Tracee Ellis Ross’ Rainbow Johnson has her hands full with areas of strength for five kids, each with their characteristics and charms, and a full-time profession as an anaesthesiologist. She’s funny and sensible and turns “mum jeans” style sayings on their head with a wardrobe that includes pieces from Zara, Victoria Beckham, and Isabel Marant.
Culture Famous Mothers To Celebrate Mother’s Day
Mother’s Day is a traditional celebration for those who have bravely undertaken the journey of parenthood. Sometimes, that journey includes giving birth to a child and guiding them throughout life. At other times, parenthood might come in a different form through adoption, step-parenting, or another avenue where an individual can influence someone’s life.
A tutor, mentor, or community leader could display some “mother-like” characteristics as they encourage others and provide them with needed love, guidance, support, and kindness. Do some mothers completely suck? Yes. However, there are also a lot of flawed ones who try their best to be supportive mothers.
Excellent mothers will fight for their children, and there’s no mother more prepared for the fight than Ellen Ripley. In Alien, she established herself as one of the most powerful female heroes ever, and one film later she bonded with Newt over their shared pain of losing everything. Her innate desire to protect this innocent girl led to the iconic scene of her shouting, “Get away from her, you bitch!” before defeating a massive, terrifying alien.
The show didn’t give her the title “Mother of Dragons” for no apparent reason. Daenerys may have been willing to kill thousands of people for her gain, but she always treated her dragon children with love and care. Her bond with Drogon, Rhaegal, and Viserion was strengthened after losing Drogo and their unborn child and, sadly, she would witness more loss before her demise.
Being a mother to a completely human child is not easy. So, imagine what it is like to raise a supernatural child with superpowers. Martha Kent was instrumental in instilling Clark Kent’s moral compass and teaching him how to assimilate with humans. She creates his most iconic suit, encourages him to use his powers for good, and helps him become an all-American hero.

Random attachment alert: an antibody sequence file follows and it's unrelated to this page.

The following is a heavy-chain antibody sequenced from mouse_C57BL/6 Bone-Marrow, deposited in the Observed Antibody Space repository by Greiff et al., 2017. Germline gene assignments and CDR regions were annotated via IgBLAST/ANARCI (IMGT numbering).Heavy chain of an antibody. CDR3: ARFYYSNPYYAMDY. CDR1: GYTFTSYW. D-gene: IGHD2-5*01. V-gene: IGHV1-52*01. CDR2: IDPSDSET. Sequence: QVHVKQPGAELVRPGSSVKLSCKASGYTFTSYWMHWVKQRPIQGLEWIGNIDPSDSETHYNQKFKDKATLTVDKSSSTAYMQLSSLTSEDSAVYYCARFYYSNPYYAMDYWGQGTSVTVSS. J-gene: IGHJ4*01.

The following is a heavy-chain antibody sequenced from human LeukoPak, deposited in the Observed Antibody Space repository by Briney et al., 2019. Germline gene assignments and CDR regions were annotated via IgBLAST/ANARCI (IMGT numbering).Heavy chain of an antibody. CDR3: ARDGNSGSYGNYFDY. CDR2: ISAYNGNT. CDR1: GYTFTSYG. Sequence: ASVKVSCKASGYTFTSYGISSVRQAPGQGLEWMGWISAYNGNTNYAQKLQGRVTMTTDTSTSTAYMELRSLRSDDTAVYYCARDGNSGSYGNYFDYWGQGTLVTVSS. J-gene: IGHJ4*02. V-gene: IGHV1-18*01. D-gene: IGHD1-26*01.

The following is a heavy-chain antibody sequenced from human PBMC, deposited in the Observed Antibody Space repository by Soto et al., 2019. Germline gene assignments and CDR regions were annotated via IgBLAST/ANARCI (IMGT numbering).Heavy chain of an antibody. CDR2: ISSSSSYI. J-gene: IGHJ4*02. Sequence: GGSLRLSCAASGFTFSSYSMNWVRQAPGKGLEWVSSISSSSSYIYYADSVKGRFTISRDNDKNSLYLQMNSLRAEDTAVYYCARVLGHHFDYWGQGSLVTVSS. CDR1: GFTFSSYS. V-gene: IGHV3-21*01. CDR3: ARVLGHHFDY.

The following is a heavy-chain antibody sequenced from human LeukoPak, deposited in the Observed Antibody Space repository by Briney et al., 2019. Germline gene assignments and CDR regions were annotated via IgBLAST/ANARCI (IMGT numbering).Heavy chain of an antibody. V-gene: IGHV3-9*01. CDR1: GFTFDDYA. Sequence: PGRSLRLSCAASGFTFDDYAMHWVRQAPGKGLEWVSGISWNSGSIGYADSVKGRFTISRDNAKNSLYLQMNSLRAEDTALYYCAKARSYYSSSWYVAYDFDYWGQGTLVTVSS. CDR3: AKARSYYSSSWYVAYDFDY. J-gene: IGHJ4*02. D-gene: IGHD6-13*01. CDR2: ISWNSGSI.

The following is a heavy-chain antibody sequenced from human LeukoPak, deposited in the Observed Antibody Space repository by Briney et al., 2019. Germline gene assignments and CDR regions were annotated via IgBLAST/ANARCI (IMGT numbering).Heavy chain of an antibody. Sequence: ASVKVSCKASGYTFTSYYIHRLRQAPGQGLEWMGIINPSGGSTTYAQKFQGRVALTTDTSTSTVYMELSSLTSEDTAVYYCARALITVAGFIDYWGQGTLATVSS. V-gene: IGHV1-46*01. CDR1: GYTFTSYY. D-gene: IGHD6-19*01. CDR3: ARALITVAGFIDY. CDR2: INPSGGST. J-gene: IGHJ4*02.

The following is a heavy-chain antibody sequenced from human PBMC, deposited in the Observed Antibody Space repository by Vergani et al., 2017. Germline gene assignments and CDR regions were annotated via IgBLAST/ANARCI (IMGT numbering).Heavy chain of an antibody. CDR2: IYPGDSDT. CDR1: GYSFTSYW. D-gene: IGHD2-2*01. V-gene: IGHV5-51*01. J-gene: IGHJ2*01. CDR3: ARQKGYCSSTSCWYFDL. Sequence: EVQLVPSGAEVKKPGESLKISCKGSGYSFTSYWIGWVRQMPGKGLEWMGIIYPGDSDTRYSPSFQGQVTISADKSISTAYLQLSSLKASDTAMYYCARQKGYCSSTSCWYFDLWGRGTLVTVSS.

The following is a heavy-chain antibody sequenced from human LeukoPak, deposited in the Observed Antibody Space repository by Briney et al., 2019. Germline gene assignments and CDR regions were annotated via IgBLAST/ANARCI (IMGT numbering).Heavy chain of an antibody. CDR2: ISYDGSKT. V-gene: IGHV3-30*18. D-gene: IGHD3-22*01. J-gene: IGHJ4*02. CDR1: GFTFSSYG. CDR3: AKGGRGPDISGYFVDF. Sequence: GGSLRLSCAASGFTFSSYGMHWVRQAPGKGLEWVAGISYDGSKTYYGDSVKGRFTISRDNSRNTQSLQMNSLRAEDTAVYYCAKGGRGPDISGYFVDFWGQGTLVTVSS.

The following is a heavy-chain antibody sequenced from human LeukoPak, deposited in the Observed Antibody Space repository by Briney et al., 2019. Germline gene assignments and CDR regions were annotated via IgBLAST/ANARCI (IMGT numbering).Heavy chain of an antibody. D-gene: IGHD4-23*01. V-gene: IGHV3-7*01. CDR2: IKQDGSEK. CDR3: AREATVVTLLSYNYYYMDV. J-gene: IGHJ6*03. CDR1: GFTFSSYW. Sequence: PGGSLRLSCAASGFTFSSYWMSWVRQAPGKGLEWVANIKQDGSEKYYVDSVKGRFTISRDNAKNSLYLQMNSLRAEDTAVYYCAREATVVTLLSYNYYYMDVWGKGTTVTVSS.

Bo manages two generations of superpowered young girls with incredibly clear minds. She raises and protects her granddaughter Lila while her daughter Ruth goes out into the world and battles drug addiction. When things spiral out of control, Ruth turns to the place that gives her security: home. Bo welcomes her daughter back wholeheartedly and allows her to bond with Lila. Eventually, Bo does what many great film mothers do: sacrifice her freedom to save her family’s lives.
All mothers have a lot on their shoulders but Nicole carried the burden of dealing with the “death” of her husband Mark, abandoning her passion as a dancer, struggling to pay bills, and raising her son Dion. She navigated everything from conversations about racism to dealing with her son’s brilliant superpowers admirably well while trying to maintain her sanity. Nicole demonstrated a lot of patience and a steadfast determination to keep her son safe no matter what.
Maria von Trapp
No one tackles a problem like Maria. This passage is somewhat of a cheat because The Sound of Music depends on the genuine von Trapp family. Be that as it may, any musical has some degree of performance and made-up elements so let us have this one. The von Trapp children and their very strict father were residing in a home without a ton of happiness and thoughtfulness until a cheerful tutor completely changed them.
Maria brought a much-needed refresher with her warbler voice, patience, and love for lighthearted tomfoolery, mellowing everyone’s hearts all the while. There aren’t many “loving stepmom” films yet this one is a brilliant illustration of how you don’t need to give birth to a child to love them fiercely.